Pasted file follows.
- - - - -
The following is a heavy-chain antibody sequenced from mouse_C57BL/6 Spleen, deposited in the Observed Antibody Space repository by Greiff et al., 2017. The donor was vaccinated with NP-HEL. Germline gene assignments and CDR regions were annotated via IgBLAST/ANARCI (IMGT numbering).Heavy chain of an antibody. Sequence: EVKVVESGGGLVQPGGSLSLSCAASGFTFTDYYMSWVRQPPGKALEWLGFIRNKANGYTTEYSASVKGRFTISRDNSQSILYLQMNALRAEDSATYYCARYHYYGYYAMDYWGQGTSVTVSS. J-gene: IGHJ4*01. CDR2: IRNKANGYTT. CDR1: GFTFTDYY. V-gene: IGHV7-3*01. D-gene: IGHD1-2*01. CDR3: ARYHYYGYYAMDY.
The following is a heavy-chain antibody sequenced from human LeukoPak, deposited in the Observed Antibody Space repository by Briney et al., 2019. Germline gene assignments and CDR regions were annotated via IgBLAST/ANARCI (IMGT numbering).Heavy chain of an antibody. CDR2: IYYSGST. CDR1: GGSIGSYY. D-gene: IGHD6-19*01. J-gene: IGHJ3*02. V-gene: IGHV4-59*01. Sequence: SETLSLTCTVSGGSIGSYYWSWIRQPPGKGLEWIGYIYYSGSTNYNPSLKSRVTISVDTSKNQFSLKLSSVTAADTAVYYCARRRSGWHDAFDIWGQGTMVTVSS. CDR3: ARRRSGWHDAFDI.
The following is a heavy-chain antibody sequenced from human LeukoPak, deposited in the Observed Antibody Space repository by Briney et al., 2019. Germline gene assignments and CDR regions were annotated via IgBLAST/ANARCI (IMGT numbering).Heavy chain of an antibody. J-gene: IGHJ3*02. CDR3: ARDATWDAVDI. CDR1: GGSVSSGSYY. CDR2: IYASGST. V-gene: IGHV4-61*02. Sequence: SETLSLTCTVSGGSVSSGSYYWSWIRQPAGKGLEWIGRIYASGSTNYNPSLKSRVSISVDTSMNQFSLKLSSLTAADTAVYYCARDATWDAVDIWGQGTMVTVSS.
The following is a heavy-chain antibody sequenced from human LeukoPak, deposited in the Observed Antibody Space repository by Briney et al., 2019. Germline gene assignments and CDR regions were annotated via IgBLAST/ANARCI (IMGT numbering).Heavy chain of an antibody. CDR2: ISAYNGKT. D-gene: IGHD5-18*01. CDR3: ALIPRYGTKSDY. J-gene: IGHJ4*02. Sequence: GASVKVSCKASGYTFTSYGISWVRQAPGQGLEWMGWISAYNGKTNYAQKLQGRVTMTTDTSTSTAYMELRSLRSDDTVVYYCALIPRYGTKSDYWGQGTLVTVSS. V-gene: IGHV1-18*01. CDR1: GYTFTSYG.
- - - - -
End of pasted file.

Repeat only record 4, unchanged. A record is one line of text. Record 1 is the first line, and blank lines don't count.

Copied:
The following is a heavy-chain antibody sequenced from human LeukoPak, deposited in the Observed Antibody Space repository by Briney et al., 2019. Germline gene assignments and CDR regions were annotated via IgBLAST/ANARCI (IMGT numbering).Heavy chain of an antibody. CDR2: ISAYNGKT. D-gene: IGHD5-18*01. CDR3: ALIPRYGTKSDY. J-gene: IGHJ4*02. Sequence: GASVKVSCKASGYTFTSYGISWVRQAPGQGLEWMGWISAYNGKTNYAQKLQGRVTMTTDTSTSTAYMELRSLRSDDTVVYYCALIPRYGTKSDYWGQGTLVTVSS. V-gene: IGHV1-18*01. CDR1: GYTFTSYG.